Budgeting is a tightrope act when it is driven by the philosophy ‘prudence lies in adhering to fiscal targets’ and the challenge is to spruce up domestic demand in order to revive growth. Faced with weak global economy, a logical way out was to increase government-spending in the rural and small business segment—the segment that drives growth in India—and that is what the finance minister has done. The direct tax proposals show the stress on the finance minister to make both ends meet.
Indeed, some of these proposals exhibit a lot of foresight. For instance, a 10% tax rate on income from specified patent exploitation will be seen as an indicator of government-support to indigenous research. A 3-year tax holiday to start-ups incorporated by 2019 will be seen as support to start-ups, given the stress is on job creation. A compliance window for domestic taxpayers to declare past transgressions at a capped rate of 45%, a one-time scheme for cases under the retrospective tax law (to pay tax principal and end all litigation) and a new dispute resolution mechanism mark the government’s earnestness in breaking the jam in tax litigation—even at the cost of foregoing a sizeable chunk of tax demands. The question is whether concerned taxpayers will bite the bullet considering the benefits.
The reduction in the quantum of discretion available to tax officers is a noticeable feature; this is evident in the overhaul of penalty provisions—these now stand at 50-200% (depending on the type of default), compared to the 100-300% under the existing regime—in the changes made to the demand regime, where a stay would be granted with 15% down payment of demand and there will be access to relevant authorities for redressal in stay matters, etc.
It is heartening to see that several proposals of the Justice Easwar committee as well as the TARC have been accepted, chief among these being the rationalisation of TDS provisions for small taxpayers, dispensing with the requirement of PAN registration for foreign companies in the availing of the concessional withholding tax rate. Also noteworthy are the push for e-assessment of taxpayers in seven mega-cities, expanding the presumptive taxation scheme to turnover exceeding R2 crore and covering professionals in its ambit with turnover limit of R50 lakh. All these will certainly go to improve ‘ease of doing business’ in India. Proposals for certain regulatory changes, such as in the Shops & Establishment Act to allow businesses to remain open for all 7 days, are also steps in the right direction.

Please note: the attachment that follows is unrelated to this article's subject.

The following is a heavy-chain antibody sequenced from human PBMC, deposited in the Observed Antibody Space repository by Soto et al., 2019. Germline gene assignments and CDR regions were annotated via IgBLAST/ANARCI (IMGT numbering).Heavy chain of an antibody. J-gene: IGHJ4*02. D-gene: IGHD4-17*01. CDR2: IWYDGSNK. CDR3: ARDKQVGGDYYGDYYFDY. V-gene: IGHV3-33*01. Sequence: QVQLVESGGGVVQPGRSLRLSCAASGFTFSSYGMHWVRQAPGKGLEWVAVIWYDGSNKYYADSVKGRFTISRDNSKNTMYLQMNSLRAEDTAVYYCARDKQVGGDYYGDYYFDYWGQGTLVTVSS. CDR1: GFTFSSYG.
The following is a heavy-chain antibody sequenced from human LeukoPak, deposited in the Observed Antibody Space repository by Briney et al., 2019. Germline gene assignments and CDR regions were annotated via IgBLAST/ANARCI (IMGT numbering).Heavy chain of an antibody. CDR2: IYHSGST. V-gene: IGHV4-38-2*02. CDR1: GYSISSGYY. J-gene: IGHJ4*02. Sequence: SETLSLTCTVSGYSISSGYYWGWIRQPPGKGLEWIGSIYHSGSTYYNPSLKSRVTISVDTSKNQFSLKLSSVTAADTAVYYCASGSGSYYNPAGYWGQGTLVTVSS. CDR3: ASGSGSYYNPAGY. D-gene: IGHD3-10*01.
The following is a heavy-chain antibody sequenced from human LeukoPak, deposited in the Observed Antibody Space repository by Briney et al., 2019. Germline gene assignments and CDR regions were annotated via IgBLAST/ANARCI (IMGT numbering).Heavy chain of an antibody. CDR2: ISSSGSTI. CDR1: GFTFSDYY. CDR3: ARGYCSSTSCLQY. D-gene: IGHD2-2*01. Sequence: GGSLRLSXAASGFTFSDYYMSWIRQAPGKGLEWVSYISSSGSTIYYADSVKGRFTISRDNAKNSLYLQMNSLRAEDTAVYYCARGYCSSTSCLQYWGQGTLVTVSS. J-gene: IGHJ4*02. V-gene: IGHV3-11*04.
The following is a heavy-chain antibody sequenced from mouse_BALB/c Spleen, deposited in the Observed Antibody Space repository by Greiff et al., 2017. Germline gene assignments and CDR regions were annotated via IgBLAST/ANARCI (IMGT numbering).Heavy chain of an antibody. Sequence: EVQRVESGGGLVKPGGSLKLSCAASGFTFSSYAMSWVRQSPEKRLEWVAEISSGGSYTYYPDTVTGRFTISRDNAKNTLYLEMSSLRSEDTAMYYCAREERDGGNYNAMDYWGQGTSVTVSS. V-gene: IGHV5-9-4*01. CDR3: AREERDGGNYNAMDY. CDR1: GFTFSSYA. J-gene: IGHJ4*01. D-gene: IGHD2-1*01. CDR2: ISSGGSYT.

The country has got a breather from PoEM by another year. This was absolutely necessary considering the plethora of changes in legislative and other fields that businesses were faced with and the advanced level of evidence gathering and handling that a PoEM examination requires.
It was widely expected that there would be changes in the present regime to bring in some aspects of BEPS and that has happened in the form of CbCR in transfer-pricing and imposition of a 6% equalisation levy on e-commerce transactions relating to online advertisements. In this, the government chose an option suggested by the BEPS Action Pan 1 to tax the digital economy. However, one wishes more thought was given on whether the party that suffers this levy will be able to get credit against home-country taxation laws. If it faces any problem in that, considering that the nature of the levy is indirect rather than direct taxation, it will add to the cost of doing business—and hence, it risks the possibility of being seen as an impediment to growth, a risk that the government can ill afford at this stage.
As per the budget speech, long-term capital gains will accrue if unlisted shares are held for at least two years, as against three years under the present regime. This should help in drawing more investments to the corporate sector; though one wishes the government took a bolder step in doing away with listed-unlisted distinction when the need of the hour is to have more investments.
Worldwide, pension funds actively participate in business of economies by way of investing in shares. This culture has been slow in picking up in India. The National Pension Scheme that was formed earlier did not draw much fan following because withdrawals from the scheme were taxable. The government has taken the right step in exempting 40% of the withdrawals at the time of retirement. This will draw more participation in NPS, consequently making available more funds at the fund’s disposal for investment.
The government’s programme to reduce corporate tax rate by simultaneously phasing out exemptions and deductions has commenced in this budget, with accelerated depreciation being capped at 40%, the reduction of the percentage of weighted deduction on R&D expenses from 200% to 150% and then to 100% and the non-extension of tax incentives for power and R&D sector. These are all major curtailments. In comparison, the rate reduction is hardly perceptible. Rate reduction is evident only for new manufacturing companies (incorporated after April 2016)—they will be taxed at 25% and smaller companies with turnover below R5 crore will be taxed at 29% but subject to MAT.
The proposal to tax dividend over R10 lakh in the hands of shareholders—even though there will be simultaneous levy of DDT—is retrograde; it is not clear why the government steadfastly refuses to acknowledge that taxing dividend is a case of double taxation.
The author is leader (direct tax), PwC India. Views are personal